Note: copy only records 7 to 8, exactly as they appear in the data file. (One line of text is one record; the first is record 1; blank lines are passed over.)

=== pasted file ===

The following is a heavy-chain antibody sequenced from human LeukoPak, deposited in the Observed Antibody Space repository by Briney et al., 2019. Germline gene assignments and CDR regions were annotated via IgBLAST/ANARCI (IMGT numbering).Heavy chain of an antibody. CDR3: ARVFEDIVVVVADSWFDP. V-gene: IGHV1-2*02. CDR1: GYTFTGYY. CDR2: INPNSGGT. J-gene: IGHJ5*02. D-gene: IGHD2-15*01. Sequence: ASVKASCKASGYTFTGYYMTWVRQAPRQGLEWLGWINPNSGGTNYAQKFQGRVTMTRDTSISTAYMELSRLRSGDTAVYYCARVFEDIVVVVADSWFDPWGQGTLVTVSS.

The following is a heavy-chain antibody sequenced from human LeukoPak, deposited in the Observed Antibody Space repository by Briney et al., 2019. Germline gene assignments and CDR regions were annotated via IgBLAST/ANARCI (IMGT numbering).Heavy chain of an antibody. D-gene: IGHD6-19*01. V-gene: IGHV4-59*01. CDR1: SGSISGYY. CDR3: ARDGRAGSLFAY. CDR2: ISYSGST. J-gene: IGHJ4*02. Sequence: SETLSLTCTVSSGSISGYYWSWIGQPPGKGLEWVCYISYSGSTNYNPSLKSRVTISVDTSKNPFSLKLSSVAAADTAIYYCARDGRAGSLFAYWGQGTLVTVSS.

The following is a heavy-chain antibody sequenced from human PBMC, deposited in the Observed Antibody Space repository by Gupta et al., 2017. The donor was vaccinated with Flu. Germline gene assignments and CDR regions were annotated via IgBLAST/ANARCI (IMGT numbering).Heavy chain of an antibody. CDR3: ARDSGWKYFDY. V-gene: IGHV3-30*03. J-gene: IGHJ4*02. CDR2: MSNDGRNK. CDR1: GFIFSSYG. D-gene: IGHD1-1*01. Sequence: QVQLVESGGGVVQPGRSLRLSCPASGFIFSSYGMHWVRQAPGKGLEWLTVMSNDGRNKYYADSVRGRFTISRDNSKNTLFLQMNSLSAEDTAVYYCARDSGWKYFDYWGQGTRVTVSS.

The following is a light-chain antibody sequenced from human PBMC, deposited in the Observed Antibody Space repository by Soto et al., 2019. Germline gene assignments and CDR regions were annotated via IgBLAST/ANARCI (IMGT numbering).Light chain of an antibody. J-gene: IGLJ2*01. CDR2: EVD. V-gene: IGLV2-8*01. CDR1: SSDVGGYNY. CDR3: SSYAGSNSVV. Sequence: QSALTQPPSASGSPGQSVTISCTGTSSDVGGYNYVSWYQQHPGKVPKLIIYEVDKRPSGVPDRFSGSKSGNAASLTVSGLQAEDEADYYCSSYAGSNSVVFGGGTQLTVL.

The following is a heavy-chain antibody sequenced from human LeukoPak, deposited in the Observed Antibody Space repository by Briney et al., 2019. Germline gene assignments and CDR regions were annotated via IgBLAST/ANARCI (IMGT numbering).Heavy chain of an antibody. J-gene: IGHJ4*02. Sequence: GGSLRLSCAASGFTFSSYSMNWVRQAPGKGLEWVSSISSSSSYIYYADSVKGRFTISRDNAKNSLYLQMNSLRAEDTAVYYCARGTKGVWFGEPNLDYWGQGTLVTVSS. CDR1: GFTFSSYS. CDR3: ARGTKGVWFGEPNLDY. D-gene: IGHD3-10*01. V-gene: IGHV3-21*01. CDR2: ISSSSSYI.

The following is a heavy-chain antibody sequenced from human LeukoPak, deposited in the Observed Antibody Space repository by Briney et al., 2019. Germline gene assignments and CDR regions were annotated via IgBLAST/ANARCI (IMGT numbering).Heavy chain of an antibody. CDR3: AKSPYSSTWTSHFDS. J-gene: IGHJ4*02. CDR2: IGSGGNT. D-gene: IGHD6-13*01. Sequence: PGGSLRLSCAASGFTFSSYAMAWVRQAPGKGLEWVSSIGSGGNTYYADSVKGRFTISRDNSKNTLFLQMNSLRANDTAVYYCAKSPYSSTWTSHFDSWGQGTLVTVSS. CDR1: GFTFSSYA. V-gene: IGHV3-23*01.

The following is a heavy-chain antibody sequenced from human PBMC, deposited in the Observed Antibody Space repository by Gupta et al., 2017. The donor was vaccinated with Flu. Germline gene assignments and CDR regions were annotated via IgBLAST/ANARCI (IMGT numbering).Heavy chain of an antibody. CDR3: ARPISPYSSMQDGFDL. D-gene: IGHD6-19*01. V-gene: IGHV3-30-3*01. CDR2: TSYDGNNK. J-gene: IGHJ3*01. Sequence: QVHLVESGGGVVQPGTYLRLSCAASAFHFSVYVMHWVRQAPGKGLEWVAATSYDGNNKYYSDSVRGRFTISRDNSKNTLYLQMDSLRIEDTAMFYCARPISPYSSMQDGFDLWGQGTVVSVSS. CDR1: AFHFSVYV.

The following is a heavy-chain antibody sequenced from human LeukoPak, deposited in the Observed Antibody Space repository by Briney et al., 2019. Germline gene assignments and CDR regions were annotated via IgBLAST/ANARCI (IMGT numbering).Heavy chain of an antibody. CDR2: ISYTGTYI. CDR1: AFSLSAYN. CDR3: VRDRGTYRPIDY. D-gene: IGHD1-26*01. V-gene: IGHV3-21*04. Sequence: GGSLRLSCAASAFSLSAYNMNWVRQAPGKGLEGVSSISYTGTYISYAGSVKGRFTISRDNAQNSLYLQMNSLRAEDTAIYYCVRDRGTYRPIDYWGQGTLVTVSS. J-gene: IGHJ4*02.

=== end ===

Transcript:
The following is a heavy-chain antibody sequenced from human PBMC, deposited in the Observed Antibody Space repository by Gupta et al., 2017. The donor was vaccinated with Flu. Germline gene assignments and CDR regions were annotated via IgBLAST/ANARCI (IMGT numbering).Heavy chain of an antibody. CDR3: ARPISPYSSMQDGFDL. D-gene: IGHD6-19*01. V-gene: IGHV3-30-3*01. CDR2: TSYDGNNK. J-gene: IGHJ3*01. Sequence: QVHLVESGGGVVQPGTYLRLSCAASAFHFSVYVMHWVRQAPGKGLEWVAATSYDGNNKYYSDSVRGRFTISRDNSKNTLYLQMDSLRIEDTAMFYCARPISPYSSMQDGFDLWGQGTVVSVSS. CDR1: AFHFSVYV.

The following is a heavy-chain antibody sequenced from human LeukoPak, deposited in the Observed Antibody Space repository by Briney et al., 2019. Germline gene assignments and CDR regions were annotated via IgBLAST/ANARCI (IMGT numbering).Heavy chain of an antibody. CDR2: ISYTGTYI. CDR1: AFSLSAYN. CDR3: VRDRGTYRPIDY. D-gene: IGHD1-26*01. V-gene: IGHV3-21*04. Sequence: GGSLRLSCAASAFSLSAYNMNWVRQAPGKGLEGVSSISYTGTYISYAGSVKGRFTISRDNAQNSLYLQMNSLRAEDTAIYYCVRDRGTYRPIDYWGQGTLVTVSS. J-gene: IGHJ4*02.